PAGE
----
Lighting The Dome Of The Ericsson Globe Arena For Eurovision


“Lighting the dome at the Globe Arena is a wish come true for me," says Fredrik Jönsson, lighting designer for Eurovision Song Contest at the Ericsson Globe Arena in Stockholm. "I live around the corner, and this is my home arena."

Jönsson has done hundreds of gigs at the Globe Arena but has never really been able to work on the dome, given its scope. "We have tried it but never had the budget to do it properly before and use it in a design," he says. "The Globe is the world’s largest hemispherical building, and you don’t know that until you get into the arena; you don’t get the perception of that height."

And that height is, well, high. The dome has a diameter of 110m (360'), and the distance from its equator to the top is actually bigger than the room itself, as the room has the flat floor of the ice rink. From the ice rink up to the technical bridge is 36m (118'), and from the bridge to the apex of the dome is 46m (151')--ten meters more. "You just can’t see that because the dome has never been lit properly before," Jönsson says. "For Eurovision, we did laser scans to measure the arena properly for the first time since it was built in 1989, and so we got an accurate 3D model."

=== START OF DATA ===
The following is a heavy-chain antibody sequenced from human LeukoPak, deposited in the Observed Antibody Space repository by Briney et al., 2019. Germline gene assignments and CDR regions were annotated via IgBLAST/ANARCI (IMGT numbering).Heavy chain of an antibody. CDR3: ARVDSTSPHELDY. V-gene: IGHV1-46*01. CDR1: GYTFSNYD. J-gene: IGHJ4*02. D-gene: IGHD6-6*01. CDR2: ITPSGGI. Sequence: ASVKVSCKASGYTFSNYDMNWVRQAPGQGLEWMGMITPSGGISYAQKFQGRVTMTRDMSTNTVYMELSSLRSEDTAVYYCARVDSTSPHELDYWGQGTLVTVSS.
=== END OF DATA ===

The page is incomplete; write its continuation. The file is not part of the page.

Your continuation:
See the rest of Jönsson's lighting gear and plot.

Once the immensity of the dome's dimensions was fully realized, lighting it became more of a reality. "I put 200 SGM P-5 LED fixtures up there, positioned in pairs so there is one narrow focus for the top part and one wider that overlaps, with others all around the dome," Jönsson says. "Every time an executive from the arena visited, I made them walk in and look up. They should do this permanently because it adds so much to the room. It helps people understand just how large it is and gives perspective on events in the room in a way they can’t appreciate when it is in shadow."

Jönsson adds that the result was "super cool. During Ireland's performance, we used a lighting trick on either side of the stage that reflected up into the dome, making one massive mirrorball, but we were very careful during songs, as it is a very reflective surface, so usually we kept it down or in black out. If we used a color up there, like red, it makes the whole arena red because it reflects a huge amount of light. You have to treat it as a huge, soft light to add to an event or show off the room.”

Stay tuned for much more on the designs of this production, and check out our full Project in Focus on Eurovision, and stay tuned for more coverage, sponsored by SHS Global.

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